WASHINGTON -- As bargaining
continues at the United Nations Security Council over a new sanctions
resolution on Iran, top officials from the Treasury and State
Departments revealed yesterday that they have won support behind the
scenes for even harsher measures intended to isolate Iran and force its
leaders to back off from developing nuclear weapons.
The U.S. has been working with its allies overseas to impose "new
targeted sanctions," directed at "individual bad actors," Treasury
Undersecretary Stuart Levey told the Senate Banking committee on
The U.S.-backed measures are aimed at "specific individuals, key
members of the [Iranian] government, front companies, and financial
institutions," Levey said. "Some require financial institutions to
freeze funds and close the accounts of designated actors." Others
include "bans on travel or arms transfers."
Only five of the 19 companies and individuals who have been
subjected to these latest Treasury Department sanctions have been
included in U.N. Security Council Resolution 1737, enacted in December.
But Levey insisted that the lack of UN support for the U.S.-led effort
against Iran has not made it less effective.
"I have traveled all over the world, sharing our list of Iran-related
designations with foreign government counterparts and private sector
representatives," he said. As a result of those talks, the U.S. list
has been "incorporated into the compliance systems at major financial
The Iranians have gone to great lengths to conceal their
activities. Front companies are used to disguise the purchase of
weapons-related materials as benign commercial transactions, he said.
"We have also seen Iranian banks request that other financial
institutions take their names off of U.S. dollar transactions when
processing them in the international financial system," he said. "This
practice is used even by the Central Bank of Iran."
The new, targeted sanctions the U.S. has devised are aimed at
stopping Iran's covert procurement activities, as well as its use of
the international financial system to transfer funds to terrorist
groups, he said. [Click here
to view Levey's prepared testimony]
But Democrats pressed the administration to do more.
Banking committee chairman Sen. Chris Dodd, D-Conn., displayed a
at the hearing identifying investments totaling $126 billion in
Iran's oil and gas industry in recent years. Those investments occurred
despite U.S. laws intended to prevent them.
"We've given you very specific tools that allow you to do much
more than just ask people to do things," Dodd said. Instead, the U.S.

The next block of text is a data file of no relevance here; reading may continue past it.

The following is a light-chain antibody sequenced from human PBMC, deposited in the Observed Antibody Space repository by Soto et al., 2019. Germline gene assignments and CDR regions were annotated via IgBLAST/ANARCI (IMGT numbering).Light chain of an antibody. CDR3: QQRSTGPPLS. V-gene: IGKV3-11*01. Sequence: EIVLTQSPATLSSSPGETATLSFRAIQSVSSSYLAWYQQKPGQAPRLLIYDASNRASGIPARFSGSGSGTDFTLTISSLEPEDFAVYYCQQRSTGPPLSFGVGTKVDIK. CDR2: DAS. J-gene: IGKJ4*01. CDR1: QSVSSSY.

has not invoked the sanctions even once.
Undersecretary of State Nicholas Burns argued that sanctions such
as those contained in the Iran Sanctions Act, which target foreign oil
and gas companies, could bring about the collapse of two years of
efforts to build an international coalition to increase pressure on
Iran. "We want the pressure of the sanctions on Iran itself and not on
our allies," he said.
Burns pointed out that many of the 14 deals cited by Dodd have
been put on hold, for fear of U.S. displeasure. Top U.S. officials have
been "jawboning Shell, the Chinese, and the Malaysians . . . We've gone
to their CEOs and said, ‘this is a bad idea.'" Burns said.
In the U.N. talks, Burns said the United States was trying to get
the Security Council to impose a "specific set of sanctions against the
Islamic Revolution Guards Corps (IRGC)," because of its involvement in
terrorism and Iran's nuclear weapons program.
Congressionally-mandated sanctions, such as those contained in
new legislation introduced earlier this month by Rep. Tom Lantos,
D-Calif., and Ileana Ros-Lehtinen, R-Fla., "might break up our
coalition," Burns argued. "We need some help from our allies."
In 2005, the European Union approved $22 billion in export credit
guarantees, to support sales to Iran by European companies, Burns
acknowledged. "We'd like to see that come down," he said. [Click here
to read Burns' prepared statement. Click here
to read testimony from Acting Undersecretary of Commerce for Industry and Security, Mark Foulon]
Top European companies such as DaimlerChrysler AG, Shell, or
TotalFinalElf, continue to do extensive business in Iran. But the
threat of U.S. or U.N. sanctions is beginning to have some impact.
In February, DaimlerChrysler announced it would scale back its
Iranian-based businesses, which include the assembly of Mercedes Benz
E-class vehicles, an interest in a truck plant, and a factory to make
truck and bus engines.
In 2004, DaimlerChyrsler sold through a Saudi affiliate 270
Mercedes Benz commercial vehicles to Iran in a $22 million contract.
Those vehicles have since been used by law enforcement authorities in
Iran for riot control. A German prosecutor in Stuttgart opened an
investigation into the sale.
A number of U.S. companies continue to do business in Iran through overseas subsidiaries.
Under the U.S. trade embargo on Iran, it is illegal for U.S.
companies to trade directly with Iran. Earlier this month, the Treasury
Department fined two U.S. firms for violating the trade embargo.
Guidant Corporation of Indianapolis, Ind., agreed to pay $277,017
for selling medical equipment to Iran through third countries, while
Varian, Inc. of Palo Alto, Calif., paid $114,958 to settle allegations
of embargo-busting stemming from sales of U.S.-origin software.
Both companies voluntarily disclosed their activities, a Treasury Department statement said.
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